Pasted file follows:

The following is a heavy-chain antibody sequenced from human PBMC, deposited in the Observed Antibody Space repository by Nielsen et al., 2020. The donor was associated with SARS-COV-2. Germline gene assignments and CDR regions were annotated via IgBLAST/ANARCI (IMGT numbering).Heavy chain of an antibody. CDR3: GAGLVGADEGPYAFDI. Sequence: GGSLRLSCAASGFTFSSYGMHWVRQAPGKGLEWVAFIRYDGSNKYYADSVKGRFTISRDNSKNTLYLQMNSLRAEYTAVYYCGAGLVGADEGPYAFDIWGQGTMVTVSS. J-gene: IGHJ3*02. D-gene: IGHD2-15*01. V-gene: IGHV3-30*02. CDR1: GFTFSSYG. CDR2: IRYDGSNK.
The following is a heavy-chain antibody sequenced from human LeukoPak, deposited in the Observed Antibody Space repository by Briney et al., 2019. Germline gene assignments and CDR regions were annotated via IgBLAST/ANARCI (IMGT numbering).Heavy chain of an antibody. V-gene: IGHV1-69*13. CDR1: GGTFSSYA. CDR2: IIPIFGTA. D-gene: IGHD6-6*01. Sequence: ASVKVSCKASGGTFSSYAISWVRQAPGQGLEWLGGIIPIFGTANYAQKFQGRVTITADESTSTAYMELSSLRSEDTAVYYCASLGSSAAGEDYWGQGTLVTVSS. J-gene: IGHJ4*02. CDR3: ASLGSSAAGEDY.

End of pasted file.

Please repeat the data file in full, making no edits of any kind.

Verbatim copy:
The following is a heavy-chain antibody sequenced from human PBMC, deposited in the Observed Antibody Space repository by Nielsen et al., 2020. The donor was associated with SARS-COV-2. Germline gene assignments and CDR regions were annotated via IgBLAST/ANARCI (IMGT numbering).Heavy chain of an antibody. CDR3: GAGLVGADEGPYAFDI. Sequence: GGSLRLSCAASGFTFSSYGMHWVRQAPGKGLEWVAFIRYDGSNKYYADSVKGRFTISRDNSKNTLYLQMNSLRAEYTAVYYCGAGLVGADEGPYAFDIWGQGTMVTVSS. J-gene: IGHJ3*02. D-gene: IGHD2-15*01. V-gene: IGHV3-30*02. CDR1: GFTFSSYG. CDR2: IRYDGSNK.
The following is a heavy-chain antibody sequenced from human LeukoPak, deposited in the Observed Antibody Space repository by Briney et al., 2019. Germline gene assignments and CDR regions were annotated via IgBLAST/ANARCI (IMGT numbering).Heavy chain of an antibody. V-gene: IGHV1-69*13. CDR1: GGTFSSYA. CDR2: IIPIFGTA. D-gene: IGHD6-6*01. Sequence: ASVKVSCKASGGTFSSYAISWVRQAPGQGLEWLGGIIPIFGTANYAQKFQGRVTITADESTSTAYMELSSLRSEDTAVYYCASLGSSAAGEDYWGQGTLVTVSS. J-gene: IGHJ4*02. CDR3: ASLGSSAAGEDY.